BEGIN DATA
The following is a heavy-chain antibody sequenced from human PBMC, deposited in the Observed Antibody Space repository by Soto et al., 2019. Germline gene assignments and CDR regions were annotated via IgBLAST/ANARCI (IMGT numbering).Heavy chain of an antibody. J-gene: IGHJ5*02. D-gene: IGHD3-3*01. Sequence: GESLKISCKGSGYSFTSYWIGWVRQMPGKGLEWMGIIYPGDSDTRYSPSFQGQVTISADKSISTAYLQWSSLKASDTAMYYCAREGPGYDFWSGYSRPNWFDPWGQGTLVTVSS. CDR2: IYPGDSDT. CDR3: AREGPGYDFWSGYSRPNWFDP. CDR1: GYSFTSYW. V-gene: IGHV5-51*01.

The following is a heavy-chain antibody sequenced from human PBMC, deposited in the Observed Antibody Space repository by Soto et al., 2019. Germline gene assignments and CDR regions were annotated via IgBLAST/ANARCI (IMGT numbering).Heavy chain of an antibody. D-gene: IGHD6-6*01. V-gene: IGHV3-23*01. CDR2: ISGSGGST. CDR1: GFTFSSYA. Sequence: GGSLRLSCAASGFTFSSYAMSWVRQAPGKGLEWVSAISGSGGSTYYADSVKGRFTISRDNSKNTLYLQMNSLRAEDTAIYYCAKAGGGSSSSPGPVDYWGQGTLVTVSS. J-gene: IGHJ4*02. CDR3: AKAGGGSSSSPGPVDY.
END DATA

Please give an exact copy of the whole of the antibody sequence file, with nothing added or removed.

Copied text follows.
The following is a heavy-chain antibody sequenced from human PBMC, deposited in the Observed Antibody Space repository by Soto et al., 2019. Germline gene assignments and CDR regions were annotated via IgBLAST/ANARCI (IMGT numbering).Heavy chain of an antibody. J-gene: IGHJ5*02. D-gene: IGHD3-3*01. Sequence: GESLKISCKGSGYSFTSYWIGWVRQMPGKGLEWMGIIYPGDSDTRYSPSFQGQVTISADKSISTAYLQWSSLKASDTAMYYCAREGPGYDFWSGYSRPNWFDPWGQGTLVTVSS. CDR2: IYPGDSDT. CDR3: AREGPGYDFWSGYSRPNWFDP. CDR1: GYSFTSYW. V-gene: IGHV5-51*01.

The following is a heavy-chain antibody sequenced from human PBMC, deposited in the Observed Antibody Space repository by Soto et al., 2019. Germline gene assignments and CDR regions were annotated via IgBLAST/ANARCI (IMGT numbering).Heavy chain of an antibody. D-gene: IGHD6-6*01. V-gene: IGHV3-23*01. CDR2: ISGSGGST. CDR1: GFTFSSYA. Sequence: GGSLRLSCAASGFTFSSYAMSWVRQAPGKGLEWVSAISGSGGSTYYADSVKGRFTISRDNSKNTLYLQMNSLRAEDTAIYYCAKAGGGSSSSPGPVDYWGQGTLVTVSS. J-gene: IGHJ4*02. CDR3: AKAGGGSSSSPGPVDY.